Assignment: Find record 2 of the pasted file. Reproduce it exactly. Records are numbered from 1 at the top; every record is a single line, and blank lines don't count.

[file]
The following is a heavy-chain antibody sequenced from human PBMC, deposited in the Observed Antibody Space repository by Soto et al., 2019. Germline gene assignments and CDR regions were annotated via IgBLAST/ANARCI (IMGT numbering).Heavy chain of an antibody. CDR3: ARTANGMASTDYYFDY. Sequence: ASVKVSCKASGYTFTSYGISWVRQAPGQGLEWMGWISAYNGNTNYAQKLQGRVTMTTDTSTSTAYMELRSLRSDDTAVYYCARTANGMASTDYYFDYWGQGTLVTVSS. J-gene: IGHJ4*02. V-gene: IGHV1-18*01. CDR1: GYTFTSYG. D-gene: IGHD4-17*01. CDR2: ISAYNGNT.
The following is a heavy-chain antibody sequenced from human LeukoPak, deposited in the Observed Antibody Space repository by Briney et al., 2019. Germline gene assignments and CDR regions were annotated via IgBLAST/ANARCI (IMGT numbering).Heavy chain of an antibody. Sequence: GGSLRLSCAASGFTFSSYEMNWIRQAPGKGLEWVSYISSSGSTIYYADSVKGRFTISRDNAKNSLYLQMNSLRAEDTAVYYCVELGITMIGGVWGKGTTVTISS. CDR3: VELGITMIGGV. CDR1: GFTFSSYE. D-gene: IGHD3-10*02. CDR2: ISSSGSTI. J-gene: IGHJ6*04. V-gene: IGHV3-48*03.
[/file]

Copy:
The following is a heavy-chain antibody sequenced from human LeukoPak, deposited in the Observed Antibody Space repository by Briney et al., 2019. Germline gene assignments and CDR regions were annotated via IgBLAST/ANARCI (IMGT numbering).Heavy chain of an antibody. Sequence: GGSLRLSCAASGFTFSSYEMNWIRQAPGKGLEWVSYISSSGSTIYYADSVKGRFTISRDNAKNSLYLQMNSLRAEDTAVYYCVELGITMIGGVWGKGTTVTISS. CDR3: VELGITMIGGV. CDR1: GFTFSSYE. D-gene: IGHD3-10*02. CDR2: ISSSGSTI. J-gene: IGHJ6*04. V-gene: IGHV3-48*03.